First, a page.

Using objective assessments as PDCA benchmarks
Murata set 11 goals as key issues for fiscal years 2019-2021, and is steadily moving forward with initiatives.
Imagawa: Currently, we are committing ourselves to climate change measures and the effective use of resources. We are moving on with various initiatives. For example, a mega-solar power generation system covering a space of 1,200 car parking spaces introduced at Okayama Murata Manufacturing. In December 2020, we joined “RE100,” which aims to change the power used in business activities to 100% renewable electricity. The bar is high for us as a business dealing in electronic components, but we are proud to say this is an activity leading the industry.
Hosomi: For initiatives, we use assessments by an ESG rating agency as a reference. This is to analyze our activities from an objective view as benchmarks used for how to improve lower-marked items working with relevant teams to follow the PDCA cycle, rather than intended to get higher evaluations.
Imagawa: Please note that these activities are not anything new. In 1994, on the occasion of the 50th anniversary of the company's founding, we came out with the corporate slogan “Innovator in Electronics.” Its philosophy includes one of our resolutions: “To environments and communities, Murata will proactively approach for the better.” Further, “keihakutansho,” which means light, thin, short and small, and leads to the effective use of resources, has been inherited as Murata’s core competence since its foundation in 1944.
Hosomi: We should have more and emerging opportunities to see that are actions thus far have contributed to communities by our promoting and adopting the SDGs. Connecting our satisfaction and pride in working at Murata is also our role and recognized as a major responsibility.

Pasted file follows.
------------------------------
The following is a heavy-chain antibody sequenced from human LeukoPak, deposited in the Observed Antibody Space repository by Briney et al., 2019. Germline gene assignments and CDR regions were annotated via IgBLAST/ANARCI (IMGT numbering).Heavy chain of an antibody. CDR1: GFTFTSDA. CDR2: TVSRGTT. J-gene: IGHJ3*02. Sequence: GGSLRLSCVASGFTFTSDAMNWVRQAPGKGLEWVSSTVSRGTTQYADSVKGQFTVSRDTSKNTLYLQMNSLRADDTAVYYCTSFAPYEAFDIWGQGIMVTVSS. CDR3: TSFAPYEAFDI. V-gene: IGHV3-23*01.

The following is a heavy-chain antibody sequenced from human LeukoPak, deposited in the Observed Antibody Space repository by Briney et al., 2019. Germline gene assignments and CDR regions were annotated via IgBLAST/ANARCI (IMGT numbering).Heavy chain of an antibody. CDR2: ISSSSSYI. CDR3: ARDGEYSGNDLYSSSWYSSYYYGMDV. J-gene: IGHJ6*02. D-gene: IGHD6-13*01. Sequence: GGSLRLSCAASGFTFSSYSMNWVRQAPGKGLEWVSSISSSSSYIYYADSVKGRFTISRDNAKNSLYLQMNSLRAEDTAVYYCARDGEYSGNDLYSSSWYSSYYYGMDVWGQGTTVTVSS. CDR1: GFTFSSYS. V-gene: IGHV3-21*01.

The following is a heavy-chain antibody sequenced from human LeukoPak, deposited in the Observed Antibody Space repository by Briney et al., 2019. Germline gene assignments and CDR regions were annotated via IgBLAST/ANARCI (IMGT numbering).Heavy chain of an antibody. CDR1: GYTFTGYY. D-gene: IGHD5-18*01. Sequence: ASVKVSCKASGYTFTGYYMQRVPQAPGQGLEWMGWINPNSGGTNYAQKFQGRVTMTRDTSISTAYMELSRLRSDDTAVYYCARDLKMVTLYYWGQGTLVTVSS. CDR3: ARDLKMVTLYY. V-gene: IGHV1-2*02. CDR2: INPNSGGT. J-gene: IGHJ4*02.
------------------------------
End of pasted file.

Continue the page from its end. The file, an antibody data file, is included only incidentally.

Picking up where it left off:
Strengthening market competitiveness leveraging QCDS + sustainability
It is said that such initiatives related to the SDGs enhance corporate value and lead to strengthened market competitiveness.
Imagawa: Generally, businesses in emerging countries are catching up in each field of QCDS (quality, cost, delivery, and service) at a very fast pace. How can we differentiate ourselves and strengthen market competitiveness while continuing to increase our QCDS value? One of the new axes should be sustainability. In addition to our traditional straightforward manufacturing, we are going to set sustainability as a new axis, and strengthen market competitiveness leveraging QCDS + sustainability.
Hosomi: We look ahead to a future when clean production and supply processes will be required as a business condition. It’ll be too late even if we struggle in haste after it happens. The SDGs should be attained by 2030, which seem to be shorter than we ecpected.
Imagawa: Megatrends such as the SDGs and global risks can be used as a set of guidelines to plot management strategies and be what triggers businesses to transform. For example, countries such as China and the UK are driving the shift to electric-powered vehicles in the future, and many businesses have declared their commitment to carbon neutrality. Such various social movements are connected through the SDGs. The dots connect, forming lines. Because they can be chances to acquire business-like thinking and power to read the market, I would like to use them to change the mindset of employees.
Murata has started engaging in the SDGs as guidelines for management strategies aiming to improve corporate value and market competitiveness, and to provide opportunities to change the mindsets of employees. In the next article, we will focus on more specific activities to show you how Murata is evolving and deepening the SDGs.